I have lived in the Midwest and Boston, as has been established here. I am not a stranger to cold, to weeks of below-freezing temperatures, to cars careening off roads and sidewalks turning to slush and then ice beneath your feet, leaving you to discover just how catlike you really are.
In Boston, snow falls, and people shovel or stomp thin trails through the foot-plus banks of snow on the sidewalk. They walk their dogs along it too, of course. This results in yellow snow that can last for a month or more, little growing piddle patterns that you grow to know well as you walk to class or work, day after day.
Seattle has its own version.
You get up in the morning. It’s a cold-ass day. You pass many fine coffee-serving establishments, as is the way of most stretches of sidewalk in our fair city. On your way to work, you stop and get your Americano or your latte or whatever other syrup-filled business you feel starts your day in the right way. You clutch it for a few blocks, waiting for it to get just below boiling lava hot so you can drink it.
And then, for a few blocks: BLISS.
The temperature is genuine, Goldilocks-grade just right. Quiet, EMP – this is nirvana, this perfectly hot-enough caffeinated bliss in a cup, yes, here we go, we may survive another day yet.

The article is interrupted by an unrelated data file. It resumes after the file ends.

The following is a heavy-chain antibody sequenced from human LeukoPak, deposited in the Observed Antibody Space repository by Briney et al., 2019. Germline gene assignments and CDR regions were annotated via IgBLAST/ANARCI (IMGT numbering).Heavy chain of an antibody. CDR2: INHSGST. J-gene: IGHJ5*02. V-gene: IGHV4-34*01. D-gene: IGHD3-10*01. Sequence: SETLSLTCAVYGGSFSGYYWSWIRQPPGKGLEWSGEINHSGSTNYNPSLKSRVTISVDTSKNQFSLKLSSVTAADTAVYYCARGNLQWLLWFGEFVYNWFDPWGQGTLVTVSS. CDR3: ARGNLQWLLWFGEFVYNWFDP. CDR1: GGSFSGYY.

And then, too soon: lukewarm.
So what’s a Seattlelite to do? Chuck it. Pop that lid off, splash your coffee dregs in the bushes or, well, near enough. On the sidewalk’s fine. It’ll go away, right?
There’s a certain kind of weather in Seattle that combines uncommonly cold with uncommonly dry. And then your goddamn coffee puddles last for-freaking-ever. For days on end, your fellow man has to make your rejected coffee another landmark to remember, because it’s too cold to melt and too solid to be scraped away by their sad, shuffling feet.
Don’t do this. You can carry the extra few ounces all the way to the next trash can with a bag, FFS.
I walk up and down hills to get to work, man. I can’t be dodging this stuff all the time. It’s early out, and like 20 degrees. Come on.
We can get it together to stop this. We separate our trash into no fewer then seven bins at this point, and we can master this too. Do it for you. Do it for me.
But let’s be real. It’s mainly for me.